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Classical Wave Question

  1. Apr 18, 2010 #1
    If I send a pulse down a string with mass (m1), consider what happens at a point where the mass of the string becomes (m2):

    i) If m1 > m2, the wave is reflected with the same phase as the incident wave.
    ii) If m1 < m2, the wave is reflected 180 degrees out of phase with the incident wave.

    (Let's ignore any transmitted wave)

    Why is this so? Is it an experimental fact, or is there some kind of theoretical/mathematical explanation for this behavior.

    And I can see mathematically why it is the case that if m2 is infinitely larger than m1 (i.e. no transmitted wave - the end of the string is nailed down) the amplitude of the reflected wave is equal to the incident wave, but this seems physically inconsistent to me; if (ii) is true, shouldn't the reflected wave be equal to the "negative" amplitude of the incident wave?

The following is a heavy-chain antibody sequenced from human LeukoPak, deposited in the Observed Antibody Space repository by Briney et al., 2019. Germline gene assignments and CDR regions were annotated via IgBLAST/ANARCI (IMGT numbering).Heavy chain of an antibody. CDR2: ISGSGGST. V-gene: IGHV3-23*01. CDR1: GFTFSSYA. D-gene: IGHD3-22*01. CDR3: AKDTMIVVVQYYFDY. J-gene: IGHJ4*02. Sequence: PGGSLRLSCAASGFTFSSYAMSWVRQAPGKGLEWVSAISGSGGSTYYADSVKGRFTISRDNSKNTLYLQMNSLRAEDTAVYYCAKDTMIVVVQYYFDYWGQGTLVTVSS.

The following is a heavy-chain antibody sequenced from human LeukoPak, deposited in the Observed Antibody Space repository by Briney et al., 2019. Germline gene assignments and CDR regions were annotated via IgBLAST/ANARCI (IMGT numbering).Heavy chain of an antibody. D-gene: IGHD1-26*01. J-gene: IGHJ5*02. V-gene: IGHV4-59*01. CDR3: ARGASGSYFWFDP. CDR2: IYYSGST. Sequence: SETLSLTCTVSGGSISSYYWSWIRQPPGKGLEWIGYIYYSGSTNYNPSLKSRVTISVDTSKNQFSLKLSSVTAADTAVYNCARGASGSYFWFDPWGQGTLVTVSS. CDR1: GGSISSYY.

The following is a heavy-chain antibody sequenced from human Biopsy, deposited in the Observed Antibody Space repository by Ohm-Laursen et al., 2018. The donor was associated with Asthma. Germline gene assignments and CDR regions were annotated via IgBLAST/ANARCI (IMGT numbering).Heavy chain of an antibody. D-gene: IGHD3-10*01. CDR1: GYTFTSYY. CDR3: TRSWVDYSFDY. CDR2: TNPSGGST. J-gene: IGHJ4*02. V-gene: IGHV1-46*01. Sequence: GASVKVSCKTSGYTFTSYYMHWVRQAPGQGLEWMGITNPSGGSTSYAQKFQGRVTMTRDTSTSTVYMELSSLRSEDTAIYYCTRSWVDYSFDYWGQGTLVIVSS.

I appreciate any insight you can give me. Thanks!
  2. jcsd
  3. Apr 18, 2010 #2
    Perhaps the Fresnel equations provide the necessary theoretical explanation?
  4. Apr 19, 2010 #3
    I think the incident and reflected wave amplitudes ARE opposite; isn't the result a standing wave on the incident wave side of the barrier?
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